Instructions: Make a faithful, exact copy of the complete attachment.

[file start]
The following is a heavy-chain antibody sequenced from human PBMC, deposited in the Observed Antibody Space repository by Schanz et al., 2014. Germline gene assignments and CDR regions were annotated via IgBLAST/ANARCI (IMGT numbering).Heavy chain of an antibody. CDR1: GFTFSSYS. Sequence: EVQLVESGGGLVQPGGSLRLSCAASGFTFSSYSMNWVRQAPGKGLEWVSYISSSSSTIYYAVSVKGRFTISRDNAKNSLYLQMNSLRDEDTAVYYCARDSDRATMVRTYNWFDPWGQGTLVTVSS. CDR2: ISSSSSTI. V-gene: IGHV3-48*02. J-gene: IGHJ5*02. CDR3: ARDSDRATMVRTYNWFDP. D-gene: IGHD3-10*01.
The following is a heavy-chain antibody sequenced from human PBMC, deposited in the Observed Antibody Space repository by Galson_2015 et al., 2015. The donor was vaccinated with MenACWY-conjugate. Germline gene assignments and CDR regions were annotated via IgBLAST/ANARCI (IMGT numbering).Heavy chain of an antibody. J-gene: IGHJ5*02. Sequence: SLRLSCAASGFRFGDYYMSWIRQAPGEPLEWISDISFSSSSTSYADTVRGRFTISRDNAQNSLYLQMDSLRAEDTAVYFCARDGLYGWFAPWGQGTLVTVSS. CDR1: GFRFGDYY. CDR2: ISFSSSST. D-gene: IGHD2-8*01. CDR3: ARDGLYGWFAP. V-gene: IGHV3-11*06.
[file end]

The following is a heavy-chain antibody sequenced from human PBMC, deposited in the Observed Antibody Space repository by Schanz et al., 2014. Germline gene assignments and CDR regions were annotated via IgBLAST/ANARCI (IMGT numbering).Heavy chain of an antibody. CDR1: GFTFSSYS. Sequence: EVQLVESGGGLVQPGGSLRLSCAASGFTFSSYSMNWVRQAPGKGLEWVSYISSSSSTIYYAVSVKGRFTISRDNAKNSLYLQMNSLRDEDTAVYYCARDSDRATMVRTYNWFDPWGQGTLVTVSS. CDR2: ISSSSSTI. V-gene: IGHV3-48*02. J-gene: IGHJ5*02. CDR3: ARDSDRATMVRTYNWFDP. D-gene: IGHD3-10*01.
The following is a heavy-chain antibody sequenced from human PBMC, deposited in the Observed Antibody Space repository by Galson_2015 et al., 2015. The donor was vaccinated with MenACWY-conjugate. Germline gene assignments and CDR regions were annotated via IgBLAST/ANARCI (IMGT numbering).Heavy chain of an antibody. J-gene: IGHJ5*02. Sequence: SLRLSCAASGFRFGDYYMSWIRQAPGEPLEWISDISFSSSSTSYADTVRGRFTISRDNAQNSLYLQMDSLRAEDTAVYFCARDGLYGWFAPWGQGTLVTVSS. CDR1: GFRFGDYY. CDR2: ISFSSSST. D-gene: IGHD2-8*01. CDR3: ARDGLYGWFAP. V-gene: IGHV3-11*06.